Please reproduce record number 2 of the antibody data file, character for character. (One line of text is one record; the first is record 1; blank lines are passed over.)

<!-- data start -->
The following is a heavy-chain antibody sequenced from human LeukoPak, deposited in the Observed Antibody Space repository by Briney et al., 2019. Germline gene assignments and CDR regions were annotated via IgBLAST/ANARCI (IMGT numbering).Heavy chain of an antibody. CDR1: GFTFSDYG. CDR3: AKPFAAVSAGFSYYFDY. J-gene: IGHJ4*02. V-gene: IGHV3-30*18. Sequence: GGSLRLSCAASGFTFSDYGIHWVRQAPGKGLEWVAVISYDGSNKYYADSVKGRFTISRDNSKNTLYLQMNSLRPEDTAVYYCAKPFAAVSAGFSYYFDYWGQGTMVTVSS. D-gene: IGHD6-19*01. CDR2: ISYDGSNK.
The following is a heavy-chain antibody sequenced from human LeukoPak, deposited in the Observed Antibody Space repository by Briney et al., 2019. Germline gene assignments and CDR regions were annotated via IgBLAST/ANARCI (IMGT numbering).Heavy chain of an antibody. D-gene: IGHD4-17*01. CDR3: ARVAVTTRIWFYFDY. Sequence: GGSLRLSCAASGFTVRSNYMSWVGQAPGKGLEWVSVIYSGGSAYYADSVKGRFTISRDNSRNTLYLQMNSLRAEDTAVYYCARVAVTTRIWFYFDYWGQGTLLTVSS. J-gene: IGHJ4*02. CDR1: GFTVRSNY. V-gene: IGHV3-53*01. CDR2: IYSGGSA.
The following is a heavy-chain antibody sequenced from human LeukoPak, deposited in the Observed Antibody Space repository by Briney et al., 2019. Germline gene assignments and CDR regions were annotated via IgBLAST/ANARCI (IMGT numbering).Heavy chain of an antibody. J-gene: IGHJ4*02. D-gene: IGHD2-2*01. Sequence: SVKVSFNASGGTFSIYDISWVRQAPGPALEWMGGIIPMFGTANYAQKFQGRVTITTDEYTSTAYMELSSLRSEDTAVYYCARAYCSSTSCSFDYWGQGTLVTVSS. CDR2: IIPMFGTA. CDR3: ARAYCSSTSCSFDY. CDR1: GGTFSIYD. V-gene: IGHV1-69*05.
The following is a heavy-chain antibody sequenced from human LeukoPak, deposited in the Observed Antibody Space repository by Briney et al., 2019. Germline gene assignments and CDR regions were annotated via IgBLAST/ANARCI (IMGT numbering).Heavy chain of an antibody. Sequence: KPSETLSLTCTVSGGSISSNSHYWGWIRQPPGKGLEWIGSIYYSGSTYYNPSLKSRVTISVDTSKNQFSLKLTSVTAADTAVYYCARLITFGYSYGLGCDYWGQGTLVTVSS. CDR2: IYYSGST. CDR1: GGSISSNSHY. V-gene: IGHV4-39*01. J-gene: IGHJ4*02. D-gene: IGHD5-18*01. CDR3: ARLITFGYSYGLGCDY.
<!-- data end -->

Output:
The following is a heavy-chain antibody sequenced from human LeukoPak, deposited in the Observed Antibody Space repository by Briney et al., 2019. Germline gene assignments and CDR regions were annotated via IgBLAST/ANARCI (IMGT numbering).Heavy chain of an antibody. D-gene: IGHD4-17*01. CDR3: ARVAVTTRIWFYFDY. Sequence: GGSLRLSCAASGFTVRSNYMSWVGQAPGKGLEWVSVIYSGGSAYYADSVKGRFTISRDNSRNTLYLQMNSLRAEDTAVYYCARVAVTTRIWFYFDYWGQGTLLTVSS. J-gene: IGHJ4*02. CDR1: GFTVRSNY. V-gene: IGHV3-53*01. CDR2: IYSGGSA.